So, what is it? Do you use the Italian spelling when not using traditional Italian ingredients? I have been working on perfecting my lasagna recipe. Lasagna because my recipe uses ricotta and mozzarella, not traditional Italian bechamel and ragu lasagne.
I made a lasagna today, to use the meat sauce I made on Sunday. It just jumped up and said, I need to be in lasagna. It was right. The sauce was made with local sausage, my tomato sauce from the freezer, some onions, mushrooms and garlic and all slow cooked in the crock pot.
I served a small portion of the sauce over penne on Sunday night. The rest really needed to be used as the star in a recipe. Lasagne immediately came to mind. But, now I know that the Americanization of the dish substituted ricotta, mozzarella and egg for the bechamel sauce. I like our version, so at The Common Market yesterday I picked up ricotta, mozzarella and some durum semolina pasta.
There you go! Lasagna from scratch. Ready to go in the oven.
To make this lasagna, you need:
a pound of sausage, browned with an onion and half a dozen mushrooms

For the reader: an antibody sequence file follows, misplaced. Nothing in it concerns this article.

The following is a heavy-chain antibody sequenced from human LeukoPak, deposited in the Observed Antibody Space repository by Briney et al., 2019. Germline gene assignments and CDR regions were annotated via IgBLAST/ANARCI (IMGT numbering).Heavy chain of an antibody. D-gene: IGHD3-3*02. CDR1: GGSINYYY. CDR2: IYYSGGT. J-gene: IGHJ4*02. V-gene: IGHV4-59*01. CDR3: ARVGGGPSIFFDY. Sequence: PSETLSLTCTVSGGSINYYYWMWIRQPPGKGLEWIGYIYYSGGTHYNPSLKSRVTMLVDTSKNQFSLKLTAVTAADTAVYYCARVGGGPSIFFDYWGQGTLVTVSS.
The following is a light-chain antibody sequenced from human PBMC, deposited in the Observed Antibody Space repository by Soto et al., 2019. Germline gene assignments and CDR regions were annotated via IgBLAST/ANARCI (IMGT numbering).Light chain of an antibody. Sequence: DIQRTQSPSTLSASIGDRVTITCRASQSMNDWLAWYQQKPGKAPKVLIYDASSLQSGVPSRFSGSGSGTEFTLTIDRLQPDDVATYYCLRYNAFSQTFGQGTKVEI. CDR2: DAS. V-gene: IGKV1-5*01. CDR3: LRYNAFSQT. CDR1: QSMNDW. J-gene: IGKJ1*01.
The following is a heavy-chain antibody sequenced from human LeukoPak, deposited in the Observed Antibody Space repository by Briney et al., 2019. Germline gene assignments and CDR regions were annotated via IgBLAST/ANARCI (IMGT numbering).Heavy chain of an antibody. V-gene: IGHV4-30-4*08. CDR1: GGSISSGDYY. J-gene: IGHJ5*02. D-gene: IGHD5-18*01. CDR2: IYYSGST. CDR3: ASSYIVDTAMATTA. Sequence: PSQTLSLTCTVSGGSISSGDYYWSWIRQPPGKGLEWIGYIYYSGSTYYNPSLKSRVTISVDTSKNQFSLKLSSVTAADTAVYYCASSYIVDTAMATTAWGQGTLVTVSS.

at least a quart of tomato sauce, I made mine with tomatoes I blanched and froze
Italian herbs to taste, with salt and pepper
This is the sauce base.
You then need to make the white part. 15 oz. ricotta, 8 oz. mozzarella, 1 egg, garlic powder, salt and pepper, and 4 oz. milk.
I used 8 sheets of lasagne noodles. Layer sauce, cheese, noodles, sauce, cheese, noodles, sauce, cheese. Sprinkle with Parmesan. Bake at 325 degrees for 45 minutes. It comes out looking like this.
Yes, it did get a little crispy around the edges. Foil would have stopped that, but I like mine crispy. We will get three meals out of this. We served it with a Breaux cellar selection Barbera/Nebbiolo blend, called Six Degrees.
And, a salad of grapefruit, fennel, red onion over baby greens, with olive oil and grapefruit juice as the dressing. Mostly local, all organic. Absolutely lovely for a Tuesday night.
Who cares how you spell it?